Winds of change

Dale Jackson: Producer at Report on Business Television

Denmark-based Vestas Wind Systems AG the world's biggest wind turbine maker -- reported earlier this month that electricity generation from wind has been growing at an average annual rate of 25 per cent for the past five years.

The gale-force popularity of a limitless, clean and inexpensive form of energy is hardly surprising in a world of forehead-slapping oil prices and stricter emission standards.

Vestas has a 23 per cent share of the turbine market and has installed over 35,000 devices in 63 countries. The stock, which trades in Copenhagen, has increased in value by 62 per cent this year.

Part of that boost comes from a European Union goal to generate 20 per cent of Europe's power from renewable energy sources like wind and solar by 2020. Government's have backed up that target with generous subsidies.

In 2004 wind power overtook hydroelectricity as Germany's top source of renewable energy. According to the Global Wind Energy Council the world market for wind power will grow by 155 per cent by 2012.

Vestas' main competition in Europe is Nordex AG of Germany which has climbed ten per cent in the past year.

Other large companies including General Electric and Siemans AG, along with growing number of small firms have been sinking big dollars into developing wind power and wind power equipment. According to the United Nations Environment Program wind power attracted $50-billion in financing last year.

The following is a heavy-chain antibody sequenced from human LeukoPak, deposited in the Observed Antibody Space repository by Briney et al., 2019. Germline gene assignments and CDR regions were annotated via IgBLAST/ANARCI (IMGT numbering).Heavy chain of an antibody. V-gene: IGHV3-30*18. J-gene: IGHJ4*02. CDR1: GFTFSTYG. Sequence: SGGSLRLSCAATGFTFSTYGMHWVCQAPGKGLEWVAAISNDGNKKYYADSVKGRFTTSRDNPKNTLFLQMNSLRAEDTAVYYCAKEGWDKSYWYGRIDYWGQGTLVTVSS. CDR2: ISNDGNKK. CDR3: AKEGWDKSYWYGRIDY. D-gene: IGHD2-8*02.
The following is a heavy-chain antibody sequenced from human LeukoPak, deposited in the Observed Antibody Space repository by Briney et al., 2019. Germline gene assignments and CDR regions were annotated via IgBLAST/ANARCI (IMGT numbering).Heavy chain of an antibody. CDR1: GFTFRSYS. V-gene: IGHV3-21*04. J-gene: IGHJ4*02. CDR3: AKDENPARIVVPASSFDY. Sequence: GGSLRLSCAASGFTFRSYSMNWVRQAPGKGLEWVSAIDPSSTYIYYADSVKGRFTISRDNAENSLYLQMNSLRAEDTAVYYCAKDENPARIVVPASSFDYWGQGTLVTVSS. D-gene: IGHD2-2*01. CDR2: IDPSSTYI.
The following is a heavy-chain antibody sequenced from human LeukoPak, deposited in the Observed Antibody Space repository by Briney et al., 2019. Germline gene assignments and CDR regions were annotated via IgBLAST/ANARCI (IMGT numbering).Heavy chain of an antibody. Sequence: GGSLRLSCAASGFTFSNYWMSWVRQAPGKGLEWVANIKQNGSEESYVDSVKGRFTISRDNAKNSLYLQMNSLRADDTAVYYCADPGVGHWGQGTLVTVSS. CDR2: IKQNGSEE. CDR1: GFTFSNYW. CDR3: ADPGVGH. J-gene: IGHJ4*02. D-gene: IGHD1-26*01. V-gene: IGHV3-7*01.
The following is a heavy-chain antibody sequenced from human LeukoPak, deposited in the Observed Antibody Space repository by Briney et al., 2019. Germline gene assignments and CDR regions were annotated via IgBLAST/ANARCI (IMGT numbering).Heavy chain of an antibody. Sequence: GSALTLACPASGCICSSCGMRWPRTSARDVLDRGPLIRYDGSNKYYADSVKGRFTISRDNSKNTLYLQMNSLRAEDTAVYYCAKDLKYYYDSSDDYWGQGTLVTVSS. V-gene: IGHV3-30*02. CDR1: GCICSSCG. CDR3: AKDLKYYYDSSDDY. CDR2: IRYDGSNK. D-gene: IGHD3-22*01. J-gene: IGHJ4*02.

While wind power is coming on like a hurricane in Europe it's an accelerating breeze in North American. Wind farms have been sprouting up at an increasing rate but at a cost of up to $5-billion each, startups can be costly.

Ironically, rising fuel prices are pushing up costs for developing wind power as an alternative to rising fuel prices.

With the help of tax credits Canada currently has close to 2,000 megawatts of wind power installed enough to supply more than half a million homes. Still, that's less than one per cent of total demand.

At a production cost of less than one cent per kilowatt hour the financial appeal of wind power seems obvious but certain technical obstacles have also hampered its growth. For starters, wind is not reliable and neither is power demand. That makes it difficult to supply power during peak use.

Unlike conventional power sources, wind turbines can not be installed in a short period of time to respond to demand increases.

Canadian energy companies including Suncor Energy Inc. and TransAlta Corp. are dabbling in wind power but there are few publicly traded pure-play wind power companies on the Canadian market.

To address the flexibility problem operators are working on (1) better ways to predict wind patterns and (2) power storage technology, but solutions are still a long way off.

AIM PowerGen Corp., a Toronto-based company owned by U.K. listed Renewable Energy Generation Ltd. has forged partnerships with Ontario farmers to operate wind farms on the north shore of Lake Erie. The electricity generated is sold to the province's power grid and the farmers pocket a few thousand dollars a year.

Here are some wind-related stocks blowing around on the Venture Exchange:

AAER Inc (AAE) is a Quebec-based producer of high capacity wind turbines.

Western Wind Energy Corp. (WND) of Vancouver plans, develops and helps finance wind energy facilities.

Naikun Wind Energy Group Inc. (NKW) is developing an offshore wind project in Northeastern British Columbia in an area known as the Haida Energy Field.

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